The Washington Post
‘Kilonova’ is first one seen in detail by astronomers
Two neutron stars moving at 100 million meters per second rammed into one another in space. In what experts called a “cosmic car crash,” the stars merged and collapsed to form a black hole — while throwing out fragments that produced a perfectly spherical fireball of blue and red.
The collision — known as a “kilonova” — occurred in a galaxy about 140 million light-years away.
The ball of optical ultraviolet and infrared light has since been intensely observed by astrophysicists at the University of Copenhagen.
A new study from the group of experts published last month in the journal Nature provides details from an in-depth study of the 2017 celestial event, the first kilonova ever observed by astronomers using ripples in space-time called gravitational waves. Experts across continents also used traditional telescopes to watch the signals reach Earth, compiling the first detailed data on a kilonova.
In an article from October 2017, The Washington Post described the detection as “an astronomical marvel.”
It was a “perfect” explosion, Albert Sneppen, the lead author of the study, said in an email, because of the “simplicity of the shape and in its physical significance.”
“I was quite surprised by how simple the story hiding behind the curtain of complexity in the data,” Sneppen continued. “You have this immensely complex physics, unimaginable dense stars and the birth of a black hole — and then it all reduces to this beautiful sphere.”
The neutron stars that crashed into each other are “dense and compact,” Sneppen said. They only measured around 20 km in diameter — about 12 miles — but they are “heavier than the sun,” he said. “A teaspoon of neutron star matter weighs more than Mount Everest.”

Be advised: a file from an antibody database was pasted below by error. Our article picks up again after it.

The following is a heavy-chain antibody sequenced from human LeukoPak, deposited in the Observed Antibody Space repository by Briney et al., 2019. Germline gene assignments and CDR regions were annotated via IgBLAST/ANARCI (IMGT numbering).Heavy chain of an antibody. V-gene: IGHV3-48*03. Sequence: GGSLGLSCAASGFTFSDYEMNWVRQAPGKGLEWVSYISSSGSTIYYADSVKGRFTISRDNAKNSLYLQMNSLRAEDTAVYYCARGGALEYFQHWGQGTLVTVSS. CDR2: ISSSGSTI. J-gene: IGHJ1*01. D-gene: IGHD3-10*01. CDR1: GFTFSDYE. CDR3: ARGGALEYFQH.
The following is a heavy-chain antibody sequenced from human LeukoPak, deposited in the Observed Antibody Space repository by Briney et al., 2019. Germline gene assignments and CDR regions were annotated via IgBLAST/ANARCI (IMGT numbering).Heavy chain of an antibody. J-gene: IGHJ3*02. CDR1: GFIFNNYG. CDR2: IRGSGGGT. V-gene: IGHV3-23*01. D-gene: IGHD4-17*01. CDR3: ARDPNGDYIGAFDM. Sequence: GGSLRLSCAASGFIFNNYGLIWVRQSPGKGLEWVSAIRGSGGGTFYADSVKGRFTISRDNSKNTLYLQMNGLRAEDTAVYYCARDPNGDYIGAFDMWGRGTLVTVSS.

Sneppen said the sphere after the collision started out “from a size much smaller than the Earth, but [expanded] at a fraction of the speed of light.” It grew to a size “hundreds of million times larger in surface area than the sun itself.”
It took the team of experts years to understand the data produced by the 2017 kilonova, which Sneppen said changed in color, beginning with “very blue tones” but transitioning into “progressively redder colors as the days passed.” It was weeks before the kilonova faded from view, Sneppen said.
Large international search teams and collaborations allowed astronomers to find the host galaxy where the stars collided, and observe the optical, ultraviolet and infrared light from the kilonova, Sneppen said.
“We looked at a range of colors for this analysis, from the ultraviolet, over the visible colors your eye can see (e.g. blue, green, yellow, red), to the infrared colors,” Sneppen said. While the first measurement of a kilonova was recorded in 2013, experts were unable to glean such detail until advances in gravitational wave astronomy in 2015 enabled researchers to “detail and in systematic fashion find these rare explosions in the cosmic haystack,” Sneppen said.
Sneppen said that if a kilonova were to occur in the Milky Way — less than 30,000 light-years away — it would be the brightest star in the night sky, making it discoverable to the human eye.
“But given the next ones will probably be in galaxies hundreds of millions of light-years away — you need large telescopes and advanced equipment,” he said.